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Harney County to Armed Militia: "Go Home to Your Families"

The Burns Paiute Tribe holds a Wednesday news conference to voice their concerns about the armed takeover of the Malheur National Wildlife Refuge. (Burns Paiute Tribe)
The Burns Paiute Tribe holds a Wednesday news conference to voice their concerns about the armed takeover of the Malheur National Wildlife Refuge. (Burns Paiute Tribe)
January 7, 2016

BURNS, Ore. - Anti-government protesters occupying the Malheur National Wildlife Refuge near Burns may be getting the lion's share of publicity, but residents of Harney County are making some efforts to amplify their voices as well.

Petitions are circulating among the locals requesting that the armed protesters "go home to their families," and members of the Burns Paiute Tribe held a news conference to say having an out-of-state militia in the area has been disruptive for the county.

Jessica Campbell, organizing director with the Rural Organizing Project, is in Burns.

"The Paiute have land out there that they can't access for hunting and gathering medicine right now," Campbell said. "The press conference was really powerful, having folks stand up and say, 'You know, this was really our land once. You want to talk about land disputes?'"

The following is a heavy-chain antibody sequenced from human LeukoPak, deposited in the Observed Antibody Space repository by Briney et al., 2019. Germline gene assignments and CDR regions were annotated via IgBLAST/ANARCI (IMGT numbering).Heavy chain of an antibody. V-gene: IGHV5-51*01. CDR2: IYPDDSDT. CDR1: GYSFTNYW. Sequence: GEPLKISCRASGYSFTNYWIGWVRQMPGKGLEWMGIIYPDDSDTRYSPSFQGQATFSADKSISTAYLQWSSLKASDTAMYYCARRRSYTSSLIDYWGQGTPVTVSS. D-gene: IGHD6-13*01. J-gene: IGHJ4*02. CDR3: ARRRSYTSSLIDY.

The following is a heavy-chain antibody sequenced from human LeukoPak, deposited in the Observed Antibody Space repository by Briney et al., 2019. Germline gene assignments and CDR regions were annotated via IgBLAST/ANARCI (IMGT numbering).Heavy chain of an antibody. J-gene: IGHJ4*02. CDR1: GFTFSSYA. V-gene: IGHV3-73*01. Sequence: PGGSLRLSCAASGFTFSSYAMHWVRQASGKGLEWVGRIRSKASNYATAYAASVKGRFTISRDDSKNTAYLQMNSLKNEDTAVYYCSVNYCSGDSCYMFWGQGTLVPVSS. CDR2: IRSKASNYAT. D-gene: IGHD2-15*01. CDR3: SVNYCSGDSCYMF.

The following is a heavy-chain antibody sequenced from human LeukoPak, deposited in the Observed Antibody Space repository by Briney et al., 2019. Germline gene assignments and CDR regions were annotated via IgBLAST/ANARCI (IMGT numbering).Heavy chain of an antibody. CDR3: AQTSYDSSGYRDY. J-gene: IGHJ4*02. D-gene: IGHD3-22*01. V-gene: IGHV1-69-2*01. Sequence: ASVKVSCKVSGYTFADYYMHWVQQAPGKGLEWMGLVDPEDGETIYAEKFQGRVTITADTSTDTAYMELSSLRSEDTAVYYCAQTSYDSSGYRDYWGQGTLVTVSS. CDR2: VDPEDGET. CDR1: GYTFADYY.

The petitions, which say the protest action "is not welcome," were shared with the Harney County Sheriff at a late-afternoon meeting on Wednesday.

Campbell described the mood as tense. Burns area residents she has spoken with are concerned about schools being closed as a safety precaution, leaving many to pay for child care or take time off work. She said the post office is the only government building open for business.

"It feels so adversarial, considering the collaborative relationships that local ranchers have with federal agencies that manage the land out here," she said. "And Harney County is one of those counties where a huge amount of the population is actually employed by the government."

The militia members have said they want federal land in the county turned over to "ranchers, loggers and miners," and that they're researching whom that might be. The wildlife refuge land they're occupying used to be private ranch land, but was sold to the federal government in the 1930s.

Chris Thomas, Public News Service - OR